I understand that my post on sustainable architecture last week was on the boring side. It happens. The reality is that the exciting stuff builds on the boring stuff. Technically this post and Wednesdays (coming) build on each other but to write them as one post would make it incredibly long.
Anyway, I had never heard the term Adaptive Reuse until I started learning about sustainable architecture. That’s funny because it’s a practice that has been around since the dawn of architecture. What Adaptive Reuse means – you take a building or something that is no longer used or even usable and turn it into a functioning building.
As I think about this post, I think of something I heard on the news quite some time ago. There was a scientist who believed he had discovered Noah’s Ark based on some x-ray type pictures. The news show had an expert talking and what he said has stuck with me. He said no one will ever find Noah’s Ark. They may find Noah’s house or village but there was no way they were going to let all that good wood just sit when there were houses to be built.
That’s the truth behind Adaptive Reuse. The idea is why would we use brand new building materials when there are other great things out there we can use. One prime example is using shipping containers to make houses, especially tiny home.
If you start thinking about it, you can point out a number of examples in your own community. As I was reading about Adaptive Reuse and all the beautiful examples, I realized that I could name several here in Pullman Washington. We have the most beautiful church called the Greystone Church. Most of my teen/young adult years there was a huge movement to save the church. I can’t say there had been services in my lifetime there. I can say it was and is a beautiful building. I’m not sure how long it’s been but I would say in my son’s lifetime, that building has found new purpose as an apartment complex.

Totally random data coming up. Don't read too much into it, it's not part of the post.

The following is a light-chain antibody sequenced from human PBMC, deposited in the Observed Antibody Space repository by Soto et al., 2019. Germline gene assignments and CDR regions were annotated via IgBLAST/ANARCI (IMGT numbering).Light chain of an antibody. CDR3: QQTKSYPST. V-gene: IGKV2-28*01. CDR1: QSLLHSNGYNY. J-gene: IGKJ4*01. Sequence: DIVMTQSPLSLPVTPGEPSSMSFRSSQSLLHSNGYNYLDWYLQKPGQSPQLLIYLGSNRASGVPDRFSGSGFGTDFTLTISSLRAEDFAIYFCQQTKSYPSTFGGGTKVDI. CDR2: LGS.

A local National Guard armory has been converted into a sort of mini-mall. An old church is now an event venue with restaurants. An unrelated parsonage is now a different event venue. Old schools have become community centers. Our city council just approved a purchase of a church building to turn it into another community center with a commercial kitchen.
I’m sure your community has buildings just like that. Old houses that are office buildings or restaurants or apartment complexes. Old warehouses that have become pubs or malls or entertainment centers.
Then there are the non-buildings – shipping containers, airplanes, silos, nuclear power plant towers. The possibilities are endless.
Cost is always a factor and sometimes repurposing to make a building is not as affordable as starting over. That part is sad. Adaptive Reuse requires looking past the way something looks and imagining how it can look. And it requires a certain love and respect for preserving something old, discarded. To me, that’s more fun and has a much better story than new construction.